WASHINGTON – One of the sticking points standing in the way of a final deal on what could be the first significant bipartisan gun safety legislation in decades is an age-old question: how do you define a friend?
The question may sound frivolous, but for a small group of Republicans and Democrats pushing for translating a hard-won compromise on guns into legislation that could draw 60 votes in the Senate, it’s vital. And for millions of women who have been threatened with a firearm by an intimate partner, it is deadly serious.
It concerns a provision in the proposed agreement that would make it more difficult for domestic violence offenders to obtain weapons.
Current law prohibits people convicted of domestic violence or subject to a restraining order from purchasing a gun, but it only applies if they have been married to or cohabiting with the victim, or have had a child with them. . Lawmakers have spent years working unsuccessfully to close what has come to be known as the “boyfriend loophole” by extending the law to other intimate partners. Taking such a step is seen as one of the more publicly popular and effective ways to reduce gun violence.
But first, lawmakers need to agree on exactly what makes a person an intimate partner. Is it one date or several? Can an ex-boyfriend count?
Senator Christopher S. Murphy, the Connecticut Democrat who led the talks, described it as “a complicated matter of state statutes and state tax practices.”
South Dakota Senator John Thune, the No. 2 Republican, said the question about the boyfriend was surprisingly complex.
“The superficial explanation seems to be quite simple, but I know that as they try to reduce it to legal texts, I think it has become a little more inconvenient,” said Mr Thune, who is not directly involved in the negotiations. †
Lawmakers are rushing to finalize and pass the legislation before the upcoming Senate recess on July 4, which will require at least 10 Republican senators to join Democrats in breaking a Republican filibuster.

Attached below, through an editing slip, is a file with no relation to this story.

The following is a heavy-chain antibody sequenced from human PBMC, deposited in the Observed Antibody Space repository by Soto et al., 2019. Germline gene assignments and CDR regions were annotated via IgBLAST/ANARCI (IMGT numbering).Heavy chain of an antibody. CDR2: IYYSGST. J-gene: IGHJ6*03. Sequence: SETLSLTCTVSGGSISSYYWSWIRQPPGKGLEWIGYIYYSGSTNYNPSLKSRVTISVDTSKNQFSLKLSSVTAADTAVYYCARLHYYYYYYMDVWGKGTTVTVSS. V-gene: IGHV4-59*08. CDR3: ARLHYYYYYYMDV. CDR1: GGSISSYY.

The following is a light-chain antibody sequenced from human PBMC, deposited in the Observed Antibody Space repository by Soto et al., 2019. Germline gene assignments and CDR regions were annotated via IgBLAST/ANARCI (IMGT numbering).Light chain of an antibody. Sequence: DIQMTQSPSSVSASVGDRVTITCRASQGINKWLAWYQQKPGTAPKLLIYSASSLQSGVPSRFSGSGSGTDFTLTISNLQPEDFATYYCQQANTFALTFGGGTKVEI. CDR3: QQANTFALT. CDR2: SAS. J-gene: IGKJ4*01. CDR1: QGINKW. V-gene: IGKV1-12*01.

The agreement on new gun laws includes enhanced background checks for potential gun buyers under the age of 21, allowing law enforcement officers to examine records of juvenile and mental health issues for the first time. It would bring federal money to states with so-called red flag laws that allow authorities to temporarily seize firearms from people deemed dangerous. The compromise is also expected to tighten laws to stop gun trafficking and include money to support mental health services in communities and schools, as well as school security.
The final haggling focused on the details of closing the loophole, including the definition and whether those subject to the gun ban should be able to appeal. Negotiators also debated on Thursday how to fund the red flag bill and whether states that don’t have such laws can receive funds.
The deadlock in the loophole has become so sticky that Senator John Cornyn, a Texas Republican and a key player in the talks, said the proposal could be dropped from the package altogether.
“We’re not ready to blow smoke yet, so we don’t have a deal yet,” Mr Cornyn said, declaring “I’m not frustrated – I’ve just finished” as he left a closed negotiation session that lasted a long time. Thursday afternoon.